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I’m plagued by negative thinking

by Andy Puddicombe

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I am seeing a therapist and she recommended Headspace – I’m only on to my fourth meditation practice so far. My problem is negative thoughts when it comes to my abilities to do absolutely anything, and being very nervous in social situations. I find it hard to make conversation and hard to make friends. I find I am always tense and self aware when talking to people. I also convince myself I can’t do something before I’ve even tried, or am waiting for myself to fail, or find I’m criticizing whatever I do until I give up. This means it’s hard to improve on what I can already do. Any advice as to how to combat the negative voices and introduce some more encouraging ones?!

Thanks for your time any advice you have!

Andy’s answer:

Great to hear your therapist is recommending Headspace alongside the therapy sessions and well done for signing up.

You say your problem is negative thought. But if I may, I’d like to offer an alternative perspective. I suspect it is actually your reaction to the thoughts which is causing a feeling of discomfort and stress, as opposed to the thoughts themselves. At first this may sound neither here nor there, but it’s actually a really important difference which is very subtle and surprisingly difficult to spot.

So, let’s say a thought arises in the mind. Ok, at that stage, in that very first moment, we cannot say that it is either good or bad. Without us giving it meaning, a thought is simply a thought. Needless to say, we have a lifetime of association of what we think is good and what we think is bad. So, usually we will be quick to label the thought as good or bad and head off down our habitual pattern of thought. This might be into a spiral of sadness, anxiety, frustration or any number of emotions.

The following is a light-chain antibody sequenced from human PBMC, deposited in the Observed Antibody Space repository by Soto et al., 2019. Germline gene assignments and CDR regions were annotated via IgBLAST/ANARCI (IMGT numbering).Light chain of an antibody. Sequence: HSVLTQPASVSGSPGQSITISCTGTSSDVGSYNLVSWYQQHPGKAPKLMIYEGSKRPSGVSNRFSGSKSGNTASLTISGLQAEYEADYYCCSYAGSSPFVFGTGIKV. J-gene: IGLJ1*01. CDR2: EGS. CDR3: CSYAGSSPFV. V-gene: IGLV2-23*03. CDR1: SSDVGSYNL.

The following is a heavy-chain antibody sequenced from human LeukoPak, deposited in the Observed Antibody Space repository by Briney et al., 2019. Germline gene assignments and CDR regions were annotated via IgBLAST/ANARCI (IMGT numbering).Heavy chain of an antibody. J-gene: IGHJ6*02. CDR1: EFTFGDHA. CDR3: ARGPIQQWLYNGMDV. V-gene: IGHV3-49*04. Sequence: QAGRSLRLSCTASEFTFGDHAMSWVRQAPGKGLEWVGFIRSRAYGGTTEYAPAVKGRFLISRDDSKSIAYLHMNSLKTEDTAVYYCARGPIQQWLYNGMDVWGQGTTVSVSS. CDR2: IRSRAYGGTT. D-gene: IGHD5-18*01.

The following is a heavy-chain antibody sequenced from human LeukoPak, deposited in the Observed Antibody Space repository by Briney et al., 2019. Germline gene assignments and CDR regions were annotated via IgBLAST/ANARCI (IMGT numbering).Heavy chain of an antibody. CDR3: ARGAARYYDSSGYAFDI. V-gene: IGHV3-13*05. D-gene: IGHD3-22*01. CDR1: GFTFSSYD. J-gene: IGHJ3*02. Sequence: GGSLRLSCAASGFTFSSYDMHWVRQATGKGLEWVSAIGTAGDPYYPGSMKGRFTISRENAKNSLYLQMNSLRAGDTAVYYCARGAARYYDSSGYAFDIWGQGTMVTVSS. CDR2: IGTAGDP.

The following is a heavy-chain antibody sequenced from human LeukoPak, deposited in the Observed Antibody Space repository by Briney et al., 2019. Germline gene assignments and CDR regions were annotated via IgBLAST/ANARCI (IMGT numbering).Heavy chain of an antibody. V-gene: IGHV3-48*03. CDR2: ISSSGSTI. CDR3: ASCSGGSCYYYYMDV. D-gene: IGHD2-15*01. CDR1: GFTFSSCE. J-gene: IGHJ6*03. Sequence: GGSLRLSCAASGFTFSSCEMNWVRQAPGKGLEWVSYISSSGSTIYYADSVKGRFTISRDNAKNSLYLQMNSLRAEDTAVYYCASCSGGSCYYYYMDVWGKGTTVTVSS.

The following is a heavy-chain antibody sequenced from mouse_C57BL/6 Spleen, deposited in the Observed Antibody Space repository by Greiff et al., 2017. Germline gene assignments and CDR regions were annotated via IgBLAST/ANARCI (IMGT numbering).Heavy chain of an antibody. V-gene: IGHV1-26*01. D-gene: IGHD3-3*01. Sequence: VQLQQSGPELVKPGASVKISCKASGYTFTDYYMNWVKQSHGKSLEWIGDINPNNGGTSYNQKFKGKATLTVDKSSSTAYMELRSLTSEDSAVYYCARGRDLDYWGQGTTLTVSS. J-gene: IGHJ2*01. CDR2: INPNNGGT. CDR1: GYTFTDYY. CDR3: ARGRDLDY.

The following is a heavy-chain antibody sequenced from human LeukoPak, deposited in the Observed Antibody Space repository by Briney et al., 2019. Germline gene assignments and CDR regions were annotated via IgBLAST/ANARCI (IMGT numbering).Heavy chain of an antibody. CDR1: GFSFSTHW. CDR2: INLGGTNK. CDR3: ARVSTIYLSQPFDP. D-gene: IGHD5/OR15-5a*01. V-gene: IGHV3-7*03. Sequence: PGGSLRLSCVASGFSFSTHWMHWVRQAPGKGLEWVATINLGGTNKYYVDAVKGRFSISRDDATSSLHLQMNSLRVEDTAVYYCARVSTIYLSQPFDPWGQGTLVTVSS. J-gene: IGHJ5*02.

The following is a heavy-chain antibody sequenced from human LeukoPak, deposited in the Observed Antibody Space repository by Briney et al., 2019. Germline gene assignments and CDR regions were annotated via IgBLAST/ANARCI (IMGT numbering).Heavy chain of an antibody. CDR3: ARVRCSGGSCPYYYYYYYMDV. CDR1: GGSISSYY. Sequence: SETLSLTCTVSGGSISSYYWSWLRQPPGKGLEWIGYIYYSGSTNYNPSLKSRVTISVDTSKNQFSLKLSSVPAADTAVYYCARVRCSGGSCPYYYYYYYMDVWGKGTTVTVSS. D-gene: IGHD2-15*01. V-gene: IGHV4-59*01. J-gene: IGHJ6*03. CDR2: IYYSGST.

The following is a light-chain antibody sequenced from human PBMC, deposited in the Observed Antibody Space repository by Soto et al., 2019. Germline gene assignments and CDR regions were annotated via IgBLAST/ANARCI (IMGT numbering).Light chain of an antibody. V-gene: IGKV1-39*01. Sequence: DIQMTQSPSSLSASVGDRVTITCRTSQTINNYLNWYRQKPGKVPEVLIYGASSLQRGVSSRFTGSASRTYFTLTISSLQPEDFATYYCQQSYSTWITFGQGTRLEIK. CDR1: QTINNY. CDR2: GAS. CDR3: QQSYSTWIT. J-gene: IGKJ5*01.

The good news is that this is completely normal. Sure there’s a spectrum, a range, and at certain times in life we might lean more toward one end than the other, but the truth is that everyone experiences these thought patterns to some degree. It’s just a part of what makes us human. It’s tempting to think that the “real” human experience is being free from any so-called negative thoughts and feelings, but in fact it has much more to do with being aware of them, at ease with them, and cultivating a sense of empathy knowing that others experience them too. This alone can help us feel less isolated.

So it then becomes more about what we can do to be more aware of this habitual reaction to our thoughts and feelings. How can we learn to witness them without ignoring them on the one hand, resisting them on the other, and at the same time not getting involved in them and overthinking it all. That’s really where meditation and mindfulness come in. Mindfulness is more about how we maintain that sense of stability in everyday life, no longer being overwhelmed by the mind. Meditation is more about taking a small period of time out each day to get more comfortable and confident with that feeling of simply being present.

While it is possible to “try and think” more positive thoughts, I’m always a little dubious of this approach. It’s almost like a form of denial if we are feeling unhappy and really being honest with ourselves, to sit there and repeat “I’m happy, I’m happy, I’m happy,” fearful that the not-so-happy thoughts might arise. Instead, we can take a slightly more courageous position of standing back and starting to see those thoughts with a different perspective, knowing firsthand that they are just thoughts which we can learn to let go of.

But it’s important to recognize that these thought patterns can be quite stubborn sometimes and it is unrealistic to expect them to change overnight. That’s not to say you won’t experience some immediate changes, but it is good to look at meditation as a journey of a lifetime. So approach this skill like any other skill, knowing that it takes practice, patience and time. But the rewards are far beyond escaping thoughts we don’t like. Instead, meditation offers us the potential of a mind which is calm, clear, caring and content, at ease when we are alone or with others and no matter where we are or what we are doing.

Warm wishes,


Andy Puddicombe

Andy Puddicombe is a meditation and mindfulness expert. An accomplished presenter and writer, Andy is the voice of all things Headspace. In his early twenties, midway through a university degree in Sports Science, Andy made the unexpected decision to travel to the Himalayas to study meditation instead. It was the beginning of a ten-year journey which took him around the world, culminating with ordination as a Tibetan Buddhist monk in Northern India. His transition back to lay life in 2004 was no less extraordinary. Training briefly at Moscow State Circus, he returned to London where he completed a degree in Circus Arts with the Conservatoire of Dance and Drama, whilst drawing up the early plans for what was later to become Headspace.